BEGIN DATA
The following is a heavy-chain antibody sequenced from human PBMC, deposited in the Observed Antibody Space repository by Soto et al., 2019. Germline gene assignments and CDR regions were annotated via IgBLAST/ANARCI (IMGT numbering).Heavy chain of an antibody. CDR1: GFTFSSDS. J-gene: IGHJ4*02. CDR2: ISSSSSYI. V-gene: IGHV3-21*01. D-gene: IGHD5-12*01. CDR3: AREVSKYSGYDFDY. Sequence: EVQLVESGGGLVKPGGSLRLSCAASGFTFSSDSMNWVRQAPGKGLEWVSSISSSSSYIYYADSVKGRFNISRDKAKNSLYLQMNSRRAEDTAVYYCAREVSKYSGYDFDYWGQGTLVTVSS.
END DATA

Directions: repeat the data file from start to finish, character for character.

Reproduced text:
The following is a heavy-chain antibody sequenced from human PBMC, deposited in the Observed Antibody Space repository by Soto et al., 2019. Germline gene assignments and CDR regions were annotated via IgBLAST/ANARCI (IMGT numbering).Heavy chain of an antibody. CDR1: GFTFSSDS. J-gene: IGHJ4*02. CDR2: ISSSSSYI. V-gene: IGHV3-21*01. D-gene: IGHD5-12*01. CDR3: AREVSKYSGYDFDY. Sequence: EVQLVESGGGLVKPGGSLRLSCAASGFTFSSDSMNWVRQAPGKGLEWVSSISSSSSYIYYADSVKGRFNISRDKAKNSLYLQMNSRRAEDTAVYYCAREVSKYSGYDFDYWGQGTLVTVSS.